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Thomas Robinson House

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c. 1725. c. 1760, enlarged and remodeled. ;1872, old kitchen remodeled as a rear sitting room, Charles Follen McKim; porch on garden front and part of north elevation later. 64 Washington St.
  • Thomas Robinson House (Richard W. Longstreth)
  • (HABS)
  • Thomas Robinson House (Richard W. Longstreth)
  • Thomas Robinson House (Richard W. Longstreth)
  • Thomas Robinson House (Richard W. Longstreth)
  • Thomas Robinson House (Richard W. Longstreth)
  • (HABS)

The Quaker merchant Thomas Robinson extensively altered and enlarged a small two-room house organized around a central chimney after purchasing the property around 1760. (A corner cupboard in the south dining room represents the principal surviving relic of the original house.) Whereas the windows in the Hunter House are strongly paired on either side of the central door and in the Warren house slightly ad hoc, here the spacing is more regularized, giving a somewhat strung-out quality to the elevation—proof of the subtle variations in visual effect which derive from the simplest shift in placement of the elements within a single elevational format. The molded heads of the windows in the other two houses also contrast with the simpler, more severe capping by a plain projection here. The principal distinguishing characteristics of the house also accord with its more restrained aspect and enhance its elongated quality: double windows instead of the usual single window for the upper stair hall over the door, and especially the double-leaf door topped by a wide and austere pediment. The institutional quality of the double door is exceptional, the only other notable example in the Newport area being that at Bishop Berkeley's Whitehall in Middletown.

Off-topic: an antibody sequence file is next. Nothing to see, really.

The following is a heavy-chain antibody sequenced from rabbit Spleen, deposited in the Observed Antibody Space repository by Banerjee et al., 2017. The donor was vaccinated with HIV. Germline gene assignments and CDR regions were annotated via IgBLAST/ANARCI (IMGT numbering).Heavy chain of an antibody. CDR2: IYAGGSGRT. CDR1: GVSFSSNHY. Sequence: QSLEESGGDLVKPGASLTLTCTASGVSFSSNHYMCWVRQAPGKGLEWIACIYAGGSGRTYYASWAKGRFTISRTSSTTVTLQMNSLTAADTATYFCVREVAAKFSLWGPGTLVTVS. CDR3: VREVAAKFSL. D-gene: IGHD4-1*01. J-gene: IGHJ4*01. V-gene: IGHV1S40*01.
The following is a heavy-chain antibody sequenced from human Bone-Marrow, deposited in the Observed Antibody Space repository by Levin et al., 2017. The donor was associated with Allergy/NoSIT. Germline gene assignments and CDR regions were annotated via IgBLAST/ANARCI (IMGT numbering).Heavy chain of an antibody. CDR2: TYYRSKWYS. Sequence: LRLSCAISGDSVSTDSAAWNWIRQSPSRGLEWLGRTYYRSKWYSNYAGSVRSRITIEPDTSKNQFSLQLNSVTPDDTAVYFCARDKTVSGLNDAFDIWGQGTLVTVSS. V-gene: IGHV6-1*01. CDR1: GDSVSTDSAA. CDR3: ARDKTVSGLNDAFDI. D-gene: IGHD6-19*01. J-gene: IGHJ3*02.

Fortunately, the property remained in the Robinson family to the 1990s. It contains furniture by John Goddard, a nearby neighbor, which Thomas Robinson purchased shortly after his extensive remodeling. It also boasts the transformation of the old kitchen into a “colonial” sitting room by Charles McKim, at the time when he was in the vanguard of a few designers who were just beginning to discover colonial architecture (and had been drawn to Newport to pursue his courtship of Annie Bigelow, whose family summered a few houses away). The young McKim's enthusiasm for colonial architecture, together with his Quaker upbringing, must have caught the attention of Benjamin R. Smith (a descendant of Thomas Robinson) when he determined to convert the old kitchen into a sitting room in order to take advantage of the harbor view and its sunsets, while adding a new low service ell to the south. McKim was called in for the colonial portion of the remodeling plus some ornamental touches inside and outside on other portions of the old house. His idea of “colonial” at this time was inspired as much by furniture as by architecture—a pastiche of turned work and linear decorative detail. But it would mature to one of the several styles by which the firm of McKim, Mead and White eventually made its mark on American architecture.

Writing Credits

William H. Jordy et al.


What's Nearby


William H. Jordy et al., "Thomas Robinson House", [Newport, Rhode Island], SAH Archipedia, eds. Gabrielle Esperdy and Karen Kingsley, Charlottesville: UVaP, 2012—,

Print Source

Buildings of Rhode Island, William H. Jordy, with Ronald J. Onorato and William McKenzie Woodward. New York: Oxford University Press, 2004, 523-524.

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